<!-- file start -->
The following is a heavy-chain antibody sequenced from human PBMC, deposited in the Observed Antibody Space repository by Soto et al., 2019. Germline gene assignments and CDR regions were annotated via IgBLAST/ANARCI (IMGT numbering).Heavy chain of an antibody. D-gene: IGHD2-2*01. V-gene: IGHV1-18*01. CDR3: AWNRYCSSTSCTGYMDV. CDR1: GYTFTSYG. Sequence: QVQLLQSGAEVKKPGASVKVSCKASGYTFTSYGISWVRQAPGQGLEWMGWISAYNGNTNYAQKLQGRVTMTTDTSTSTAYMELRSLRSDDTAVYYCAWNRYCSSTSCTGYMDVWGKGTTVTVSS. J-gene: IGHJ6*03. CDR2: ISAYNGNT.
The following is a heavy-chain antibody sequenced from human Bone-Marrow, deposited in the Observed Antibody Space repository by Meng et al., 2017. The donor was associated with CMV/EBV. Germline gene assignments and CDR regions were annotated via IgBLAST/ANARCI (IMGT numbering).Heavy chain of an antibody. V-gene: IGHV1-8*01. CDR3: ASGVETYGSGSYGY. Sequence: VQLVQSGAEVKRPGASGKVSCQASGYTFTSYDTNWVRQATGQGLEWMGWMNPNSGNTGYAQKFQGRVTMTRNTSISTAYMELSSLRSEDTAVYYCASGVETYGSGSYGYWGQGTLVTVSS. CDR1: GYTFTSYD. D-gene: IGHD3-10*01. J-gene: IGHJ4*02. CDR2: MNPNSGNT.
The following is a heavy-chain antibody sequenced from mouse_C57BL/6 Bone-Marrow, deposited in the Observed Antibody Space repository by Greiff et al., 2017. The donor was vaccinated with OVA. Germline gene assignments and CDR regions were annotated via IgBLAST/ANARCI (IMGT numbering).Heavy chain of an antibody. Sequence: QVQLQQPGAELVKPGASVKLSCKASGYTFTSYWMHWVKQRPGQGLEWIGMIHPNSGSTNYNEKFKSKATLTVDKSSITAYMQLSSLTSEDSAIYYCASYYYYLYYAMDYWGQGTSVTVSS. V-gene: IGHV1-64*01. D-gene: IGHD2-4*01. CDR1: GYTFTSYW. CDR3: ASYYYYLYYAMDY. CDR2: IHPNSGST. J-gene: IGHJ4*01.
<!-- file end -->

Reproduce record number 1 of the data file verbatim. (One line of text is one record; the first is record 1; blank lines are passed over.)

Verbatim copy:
The following is a heavy-chain antibody sequenced from human PBMC, deposited in the Observed Antibody Space repository by Soto et al., 2019. Germline gene assignments and CDR regions were annotated via IgBLAST/ANARCI (IMGT numbering).Heavy chain of an antibody. D-gene: IGHD2-2*01. V-gene: IGHV1-18*01. CDR3: AWNRYCSSTSCTGYMDV. CDR1: GYTFTSYG. Sequence: QVQLLQSGAEVKKPGASVKVSCKASGYTFTSYGISWVRQAPGQGLEWMGWISAYNGNTNYAQKLQGRVTMTTDTSTSTAYMELRSLRSDDTAVYYCAWNRYCSSTSCTGYMDVWGKGTTVTVSS. J-gene: IGHJ6*03. CDR2: ISAYNGNT.